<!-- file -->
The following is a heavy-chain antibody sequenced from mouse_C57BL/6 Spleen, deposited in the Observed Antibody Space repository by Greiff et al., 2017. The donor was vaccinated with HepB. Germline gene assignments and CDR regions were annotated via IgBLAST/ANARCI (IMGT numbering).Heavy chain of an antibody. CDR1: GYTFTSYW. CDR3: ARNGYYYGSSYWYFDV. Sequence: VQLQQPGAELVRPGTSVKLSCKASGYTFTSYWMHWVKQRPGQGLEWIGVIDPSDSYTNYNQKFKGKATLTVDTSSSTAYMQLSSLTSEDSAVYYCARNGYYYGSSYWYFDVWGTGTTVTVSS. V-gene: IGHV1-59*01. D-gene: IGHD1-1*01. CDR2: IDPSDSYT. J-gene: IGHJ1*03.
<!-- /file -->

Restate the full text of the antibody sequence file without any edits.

The following is a heavy-chain antibody sequenced from mouse_C57BL/6 Spleen, deposited in the Observed Antibody Space repository by Greiff et al., 2017. The donor was vaccinated with HepB. Germline gene assignments and CDR regions were annotated via IgBLAST/ANARCI (IMGT numbering).Heavy chain of an antibody. CDR1: GYTFTSYW. CDR3: ARNGYYYGSSYWYFDV. Sequence: VQLQQPGAELVRPGTSVKLSCKASGYTFTSYWMHWVKQRPGQGLEWIGVIDPSDSYTNYNQKFKGKATLTVDTSSSTAYMQLSSLTSEDSAVYYCARNGYYYGSSYWYFDVWGTGTTVTVSS. V-gene: IGHV1-59*01. D-gene: IGHD1-1*01. CDR2: IDPSDSYT. J-gene: IGHJ1*03.